Martin Langlands Column for Reel Life September

  • 27/09/2018

Martin Langlands Column for Reel Life September

Trout fly drama and the Helter Smelter...

For myself, as with many fly tiers, the most fun part is going through new phases of exploration and experimentation often inspired by the use of new materials.

Top right: the stage...often vast, wild and windswept and that's why we like it!

So a perfect stage was set in recent years when I found a passion for fishing large articulated streamers (combined with inspirational materials to simulate the body parts of a fish) in the  South Island, targeting our lesser known sea-run trout.

So the drama began. Let me set the scene…these vast estuaries, coastal lagoons and lakes are alive with baitfish that are aggressively predated by trout. So to the ear, its seagulls married with the sounds of ocean waves crashing, a far cry from the inland mountain stream sight fishing we mostly do here in NZ.

The challenges often faced as a fly tier and angler in these coastal situations are twofold. Firstly, the water is often discoloured, making it hard for the trout to see any real distance. Secondly, the trout populations are not high, which means that anglers often have to work long and hard to get results – especially when using more regular streamer patterns.

We started off like this blind fishing for hours, covering water, getting the odd nice fish and as we did so a whole act of inquiry was born. We needed to develop better patterns that would have more potential to be noticed by the trout in the vastness of discoloured water. Of course it was important that these patterns should resemble the baitfish species present. So the drama continued...

Over time, we thought it would be prudent to take some time away from just fishing to further investigate the baitfish these trout were mostly feeding on, which would happily lead us to a better understanding of the situation. Armed with nets, tanks and cameras we found the baitfish to be a smelt species common throughout New Zealand with very similar types found throughout the world.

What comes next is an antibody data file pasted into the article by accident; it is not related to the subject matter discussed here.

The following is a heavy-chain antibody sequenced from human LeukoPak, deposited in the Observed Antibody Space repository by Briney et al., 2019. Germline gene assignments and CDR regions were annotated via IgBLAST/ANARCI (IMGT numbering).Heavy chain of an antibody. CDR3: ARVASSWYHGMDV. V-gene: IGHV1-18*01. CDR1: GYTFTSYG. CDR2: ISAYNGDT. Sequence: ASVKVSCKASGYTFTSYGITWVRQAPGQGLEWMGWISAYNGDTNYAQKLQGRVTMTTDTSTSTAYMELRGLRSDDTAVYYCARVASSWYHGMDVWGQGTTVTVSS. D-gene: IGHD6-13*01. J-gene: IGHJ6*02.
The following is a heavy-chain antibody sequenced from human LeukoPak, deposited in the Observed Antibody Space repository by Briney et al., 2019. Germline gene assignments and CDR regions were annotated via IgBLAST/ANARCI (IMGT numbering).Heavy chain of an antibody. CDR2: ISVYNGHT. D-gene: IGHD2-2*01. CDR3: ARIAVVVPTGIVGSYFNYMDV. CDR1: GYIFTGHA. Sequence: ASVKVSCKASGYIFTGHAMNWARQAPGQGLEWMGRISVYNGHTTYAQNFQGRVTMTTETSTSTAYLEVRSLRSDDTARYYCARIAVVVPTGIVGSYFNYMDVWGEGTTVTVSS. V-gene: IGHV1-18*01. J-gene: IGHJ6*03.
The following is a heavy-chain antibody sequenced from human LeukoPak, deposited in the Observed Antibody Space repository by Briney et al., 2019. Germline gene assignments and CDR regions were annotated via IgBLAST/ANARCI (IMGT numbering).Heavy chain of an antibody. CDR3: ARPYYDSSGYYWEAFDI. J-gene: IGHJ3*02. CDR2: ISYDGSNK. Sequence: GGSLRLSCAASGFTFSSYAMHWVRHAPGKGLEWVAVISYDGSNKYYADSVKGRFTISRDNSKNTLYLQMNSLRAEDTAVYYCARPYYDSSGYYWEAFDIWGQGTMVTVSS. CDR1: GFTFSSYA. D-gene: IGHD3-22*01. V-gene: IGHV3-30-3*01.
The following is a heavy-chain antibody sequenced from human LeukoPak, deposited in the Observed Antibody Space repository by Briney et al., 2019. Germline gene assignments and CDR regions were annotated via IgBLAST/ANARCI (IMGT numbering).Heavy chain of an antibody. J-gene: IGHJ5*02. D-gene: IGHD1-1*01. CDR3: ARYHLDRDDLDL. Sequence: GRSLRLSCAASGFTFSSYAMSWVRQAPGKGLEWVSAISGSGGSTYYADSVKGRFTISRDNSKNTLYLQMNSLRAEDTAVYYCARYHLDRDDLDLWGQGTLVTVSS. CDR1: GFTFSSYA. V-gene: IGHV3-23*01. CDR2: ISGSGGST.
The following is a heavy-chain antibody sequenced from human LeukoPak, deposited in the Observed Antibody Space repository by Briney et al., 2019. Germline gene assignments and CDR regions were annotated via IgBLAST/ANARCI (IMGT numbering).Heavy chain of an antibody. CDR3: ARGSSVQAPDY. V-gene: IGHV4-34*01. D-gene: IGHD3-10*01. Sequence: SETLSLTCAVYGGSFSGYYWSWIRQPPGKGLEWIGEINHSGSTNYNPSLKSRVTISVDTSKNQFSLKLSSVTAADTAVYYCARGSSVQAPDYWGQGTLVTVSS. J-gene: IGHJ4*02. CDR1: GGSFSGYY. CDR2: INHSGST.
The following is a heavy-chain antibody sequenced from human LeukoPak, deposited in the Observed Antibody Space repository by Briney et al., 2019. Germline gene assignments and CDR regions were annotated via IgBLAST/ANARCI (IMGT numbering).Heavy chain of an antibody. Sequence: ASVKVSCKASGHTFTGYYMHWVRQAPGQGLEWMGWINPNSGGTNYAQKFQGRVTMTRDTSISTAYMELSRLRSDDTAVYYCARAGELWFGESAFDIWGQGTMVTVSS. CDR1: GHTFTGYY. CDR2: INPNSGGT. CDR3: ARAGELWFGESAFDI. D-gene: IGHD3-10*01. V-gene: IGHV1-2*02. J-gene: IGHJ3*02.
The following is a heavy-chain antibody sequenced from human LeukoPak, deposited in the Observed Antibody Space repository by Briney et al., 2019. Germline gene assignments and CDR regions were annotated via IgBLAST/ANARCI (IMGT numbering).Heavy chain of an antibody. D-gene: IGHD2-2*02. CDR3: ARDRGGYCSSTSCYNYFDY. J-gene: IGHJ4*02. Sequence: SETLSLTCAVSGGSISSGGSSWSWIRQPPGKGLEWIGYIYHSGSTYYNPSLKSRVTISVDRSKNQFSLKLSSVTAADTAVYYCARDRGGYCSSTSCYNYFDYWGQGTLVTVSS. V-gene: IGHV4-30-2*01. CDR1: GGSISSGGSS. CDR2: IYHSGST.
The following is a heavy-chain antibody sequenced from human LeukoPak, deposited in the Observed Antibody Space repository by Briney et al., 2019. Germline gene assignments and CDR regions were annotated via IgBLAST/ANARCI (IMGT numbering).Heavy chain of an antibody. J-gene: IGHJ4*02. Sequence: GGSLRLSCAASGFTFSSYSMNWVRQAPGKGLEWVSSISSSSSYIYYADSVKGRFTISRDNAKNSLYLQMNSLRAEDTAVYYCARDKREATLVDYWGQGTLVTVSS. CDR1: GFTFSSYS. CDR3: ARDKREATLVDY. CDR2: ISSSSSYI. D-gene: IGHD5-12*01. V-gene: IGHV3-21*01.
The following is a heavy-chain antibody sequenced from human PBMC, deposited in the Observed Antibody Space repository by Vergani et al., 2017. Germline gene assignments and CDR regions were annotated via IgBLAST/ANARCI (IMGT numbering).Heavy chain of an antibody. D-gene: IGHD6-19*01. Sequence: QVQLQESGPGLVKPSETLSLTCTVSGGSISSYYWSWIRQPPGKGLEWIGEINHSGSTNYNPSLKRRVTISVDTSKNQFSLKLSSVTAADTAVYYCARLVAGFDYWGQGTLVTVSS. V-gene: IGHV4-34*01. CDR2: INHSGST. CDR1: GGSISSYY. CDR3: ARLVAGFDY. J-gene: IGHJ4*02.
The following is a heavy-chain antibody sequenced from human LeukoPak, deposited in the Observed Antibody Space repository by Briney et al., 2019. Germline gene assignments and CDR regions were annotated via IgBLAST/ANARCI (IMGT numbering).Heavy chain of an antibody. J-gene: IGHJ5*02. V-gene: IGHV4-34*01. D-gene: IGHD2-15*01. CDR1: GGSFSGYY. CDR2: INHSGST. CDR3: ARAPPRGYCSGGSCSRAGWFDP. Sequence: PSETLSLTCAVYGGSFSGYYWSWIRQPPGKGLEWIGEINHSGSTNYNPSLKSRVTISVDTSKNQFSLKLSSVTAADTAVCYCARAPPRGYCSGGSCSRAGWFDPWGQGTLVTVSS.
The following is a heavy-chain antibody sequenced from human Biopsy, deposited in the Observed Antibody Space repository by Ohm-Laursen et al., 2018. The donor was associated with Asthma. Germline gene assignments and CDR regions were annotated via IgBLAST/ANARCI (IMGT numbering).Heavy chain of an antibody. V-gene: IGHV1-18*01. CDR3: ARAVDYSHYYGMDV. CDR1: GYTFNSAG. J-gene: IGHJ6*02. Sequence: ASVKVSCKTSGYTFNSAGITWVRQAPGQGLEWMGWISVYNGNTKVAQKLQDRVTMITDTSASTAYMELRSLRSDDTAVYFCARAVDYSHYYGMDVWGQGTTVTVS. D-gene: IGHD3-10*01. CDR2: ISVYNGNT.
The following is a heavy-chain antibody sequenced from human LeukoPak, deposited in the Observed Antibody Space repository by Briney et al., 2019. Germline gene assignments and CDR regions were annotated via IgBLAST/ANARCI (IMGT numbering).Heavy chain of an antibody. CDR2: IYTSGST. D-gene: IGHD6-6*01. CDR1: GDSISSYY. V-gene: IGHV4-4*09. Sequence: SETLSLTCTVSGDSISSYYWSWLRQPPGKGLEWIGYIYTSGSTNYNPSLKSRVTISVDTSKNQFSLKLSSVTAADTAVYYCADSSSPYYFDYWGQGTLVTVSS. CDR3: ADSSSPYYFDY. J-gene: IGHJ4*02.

These observations gave us great clues to work on in developing better patterns; in particular, colourations combined with large 3D eyes undoubtedly improved results. But I still felt for much of the time these single #8-4 patterns were not grabbing enough attention. We needed more drama ! More noise, more size , more caricature…heck, MORE DRAMA !!!    

Martin 2 Sept

The act of inquiry begins...

So smelt was the main character in the drama.  And as serendipity would have it, I was introduced to Flymen Fishmasks right at that time, which would become integral in the Helter Smelter, a pattern that went on to prove its worth time and time again.

The concept started with the notion of chaining two Martin 3 Septsmelt patterns together in articulated form, especially as the smelt often swim in schools. Of course I knew it would be easy for trout to locate such a pattern in discoloured water. Incorporated into this fairly standard streamer was the colouration of bait fish. Importantly, their wide profile and accentuated silver eyes was achieved with the fish masks and I really feel the idea of having two sets of eyes to be very attention-grabbing for predatory trout. And so the notion of trout fly drama (to be expanded on) and Helter Smelter pattern were born and have proved a lot of fun to fish.

You can apply this principle to other bait fish patterns and mix up the colours and sizes of both the sections. For example, use a larger fish mask on the back section and a smaller one at the front to achieve a food chain effect and create your own drama...this is merely act one of the Helter Smelter for me :)            

 Martin 5Some coastal drama as this fantastic South Island New Zealand fell to the Helter Smelter .

Notice the discoloured water we are fishing in.

Enjoy the drama this coming season ...

Martin Langlands

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